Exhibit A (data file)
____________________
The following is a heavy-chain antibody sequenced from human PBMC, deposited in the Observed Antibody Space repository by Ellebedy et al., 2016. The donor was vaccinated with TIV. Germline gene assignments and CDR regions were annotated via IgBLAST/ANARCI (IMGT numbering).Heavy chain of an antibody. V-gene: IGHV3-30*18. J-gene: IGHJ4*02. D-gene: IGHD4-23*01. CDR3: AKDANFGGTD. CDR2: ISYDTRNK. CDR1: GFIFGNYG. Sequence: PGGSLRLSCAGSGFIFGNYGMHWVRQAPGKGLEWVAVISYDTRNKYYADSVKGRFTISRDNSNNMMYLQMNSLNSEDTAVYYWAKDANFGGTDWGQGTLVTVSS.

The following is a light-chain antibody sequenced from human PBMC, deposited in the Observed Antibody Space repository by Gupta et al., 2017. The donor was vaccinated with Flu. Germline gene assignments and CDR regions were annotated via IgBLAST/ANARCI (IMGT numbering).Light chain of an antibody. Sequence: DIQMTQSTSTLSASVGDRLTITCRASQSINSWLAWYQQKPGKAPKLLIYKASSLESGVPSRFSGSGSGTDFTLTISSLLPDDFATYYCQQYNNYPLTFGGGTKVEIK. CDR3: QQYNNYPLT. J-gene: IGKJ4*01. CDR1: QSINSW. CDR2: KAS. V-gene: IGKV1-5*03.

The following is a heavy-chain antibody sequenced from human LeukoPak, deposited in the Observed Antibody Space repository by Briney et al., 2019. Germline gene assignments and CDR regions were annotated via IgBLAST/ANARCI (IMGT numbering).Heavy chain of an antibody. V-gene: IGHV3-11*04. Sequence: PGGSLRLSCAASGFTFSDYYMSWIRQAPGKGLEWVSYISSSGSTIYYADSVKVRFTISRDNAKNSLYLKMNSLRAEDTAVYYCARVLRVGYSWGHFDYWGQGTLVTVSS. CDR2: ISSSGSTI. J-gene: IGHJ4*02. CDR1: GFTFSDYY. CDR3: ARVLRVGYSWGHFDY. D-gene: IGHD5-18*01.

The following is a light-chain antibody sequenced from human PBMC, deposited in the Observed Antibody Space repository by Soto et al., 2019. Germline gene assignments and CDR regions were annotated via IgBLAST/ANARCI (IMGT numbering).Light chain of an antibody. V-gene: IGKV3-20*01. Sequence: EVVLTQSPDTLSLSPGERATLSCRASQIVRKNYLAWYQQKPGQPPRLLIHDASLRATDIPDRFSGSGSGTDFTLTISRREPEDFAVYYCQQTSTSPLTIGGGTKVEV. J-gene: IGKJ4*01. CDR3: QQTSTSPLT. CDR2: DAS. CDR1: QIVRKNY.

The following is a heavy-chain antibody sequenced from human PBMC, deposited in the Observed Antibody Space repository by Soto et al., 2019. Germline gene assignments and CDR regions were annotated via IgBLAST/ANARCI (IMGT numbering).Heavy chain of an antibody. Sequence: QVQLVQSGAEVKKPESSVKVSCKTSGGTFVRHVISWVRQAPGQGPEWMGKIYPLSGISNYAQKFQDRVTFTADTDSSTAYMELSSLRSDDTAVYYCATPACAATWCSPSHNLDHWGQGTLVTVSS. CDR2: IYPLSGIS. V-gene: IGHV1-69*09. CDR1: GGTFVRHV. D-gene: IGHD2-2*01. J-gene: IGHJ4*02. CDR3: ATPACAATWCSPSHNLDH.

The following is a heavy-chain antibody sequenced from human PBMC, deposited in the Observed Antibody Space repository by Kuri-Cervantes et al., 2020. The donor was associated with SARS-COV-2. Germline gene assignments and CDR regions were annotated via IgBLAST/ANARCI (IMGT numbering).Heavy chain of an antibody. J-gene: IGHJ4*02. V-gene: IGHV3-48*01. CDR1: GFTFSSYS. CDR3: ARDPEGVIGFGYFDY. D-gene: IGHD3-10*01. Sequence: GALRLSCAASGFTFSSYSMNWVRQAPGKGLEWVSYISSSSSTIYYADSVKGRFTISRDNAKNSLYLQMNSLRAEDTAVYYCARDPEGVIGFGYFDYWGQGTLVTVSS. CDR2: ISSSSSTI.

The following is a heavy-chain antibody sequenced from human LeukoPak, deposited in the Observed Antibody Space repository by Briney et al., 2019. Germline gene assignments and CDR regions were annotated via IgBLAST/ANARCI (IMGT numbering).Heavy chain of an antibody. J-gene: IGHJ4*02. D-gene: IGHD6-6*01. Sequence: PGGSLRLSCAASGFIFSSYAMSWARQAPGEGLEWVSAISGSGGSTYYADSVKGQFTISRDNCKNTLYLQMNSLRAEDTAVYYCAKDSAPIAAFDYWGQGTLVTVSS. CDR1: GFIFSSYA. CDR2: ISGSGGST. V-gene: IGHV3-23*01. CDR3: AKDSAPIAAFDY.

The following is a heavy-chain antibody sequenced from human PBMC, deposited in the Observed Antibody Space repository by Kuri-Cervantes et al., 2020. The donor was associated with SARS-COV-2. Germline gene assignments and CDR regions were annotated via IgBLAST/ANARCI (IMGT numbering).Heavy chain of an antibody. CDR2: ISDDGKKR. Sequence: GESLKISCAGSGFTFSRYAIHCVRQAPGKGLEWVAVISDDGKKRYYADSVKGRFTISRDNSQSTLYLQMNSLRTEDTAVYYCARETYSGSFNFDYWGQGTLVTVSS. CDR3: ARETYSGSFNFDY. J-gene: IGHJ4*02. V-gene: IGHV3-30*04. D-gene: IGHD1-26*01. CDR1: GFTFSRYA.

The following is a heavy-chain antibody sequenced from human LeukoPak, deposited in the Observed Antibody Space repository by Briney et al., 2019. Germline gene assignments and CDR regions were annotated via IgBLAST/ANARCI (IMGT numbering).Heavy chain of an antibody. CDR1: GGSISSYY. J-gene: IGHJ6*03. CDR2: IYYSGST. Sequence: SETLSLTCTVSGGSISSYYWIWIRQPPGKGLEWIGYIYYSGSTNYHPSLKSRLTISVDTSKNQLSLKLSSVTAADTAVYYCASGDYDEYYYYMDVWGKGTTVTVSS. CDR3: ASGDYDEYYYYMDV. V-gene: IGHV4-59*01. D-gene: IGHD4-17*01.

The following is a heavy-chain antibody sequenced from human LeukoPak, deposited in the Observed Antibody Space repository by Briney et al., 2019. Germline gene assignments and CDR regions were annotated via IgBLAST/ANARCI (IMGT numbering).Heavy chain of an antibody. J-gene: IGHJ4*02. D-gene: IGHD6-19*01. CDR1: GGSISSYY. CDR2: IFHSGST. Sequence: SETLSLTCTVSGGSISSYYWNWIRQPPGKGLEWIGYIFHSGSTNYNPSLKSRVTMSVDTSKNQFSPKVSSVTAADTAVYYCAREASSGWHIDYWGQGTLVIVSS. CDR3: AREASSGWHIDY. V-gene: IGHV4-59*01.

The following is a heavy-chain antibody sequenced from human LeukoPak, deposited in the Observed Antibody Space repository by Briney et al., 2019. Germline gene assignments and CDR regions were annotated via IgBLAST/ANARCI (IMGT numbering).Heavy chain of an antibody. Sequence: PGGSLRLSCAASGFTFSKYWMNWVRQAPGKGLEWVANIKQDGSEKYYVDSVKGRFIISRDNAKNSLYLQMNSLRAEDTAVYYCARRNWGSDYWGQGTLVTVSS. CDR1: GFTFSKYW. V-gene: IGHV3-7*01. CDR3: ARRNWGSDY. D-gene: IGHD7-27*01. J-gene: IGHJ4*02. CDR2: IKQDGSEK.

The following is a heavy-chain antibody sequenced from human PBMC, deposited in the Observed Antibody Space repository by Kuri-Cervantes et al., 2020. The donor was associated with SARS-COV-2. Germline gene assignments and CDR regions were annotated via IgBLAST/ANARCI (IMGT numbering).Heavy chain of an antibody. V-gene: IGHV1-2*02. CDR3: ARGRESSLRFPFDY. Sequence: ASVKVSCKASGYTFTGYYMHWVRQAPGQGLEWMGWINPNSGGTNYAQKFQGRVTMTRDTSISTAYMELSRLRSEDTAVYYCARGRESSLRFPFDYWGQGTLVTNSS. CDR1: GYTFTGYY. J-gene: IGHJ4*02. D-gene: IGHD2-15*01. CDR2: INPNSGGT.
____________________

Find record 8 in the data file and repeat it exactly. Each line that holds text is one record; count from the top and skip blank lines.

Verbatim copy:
The following is a heavy-chain antibody sequenced from human PBMC, deposited in the Observed Antibody Space repository by Kuri-Cervantes et al., 2020. The donor was associated with SARS-COV-2. Germline gene assignments and CDR regions were annotated via IgBLAST/ANARCI (IMGT numbering).Heavy chain of an antibody. CDR2: ISDDGKKR. Sequence: GESLKISCAGSGFTFSRYAIHCVRQAPGKGLEWVAVISDDGKKRYYADSVKGRFTISRDNSQSTLYLQMNSLRTEDTAVYYCARETYSGSFNFDYWGQGTLVTVSS. CDR3: ARETYSGSFNFDY. J-gene: IGHJ4*02. V-gene: IGHV3-30*04. D-gene: IGHD1-26*01. CDR1: GFTFSRYA.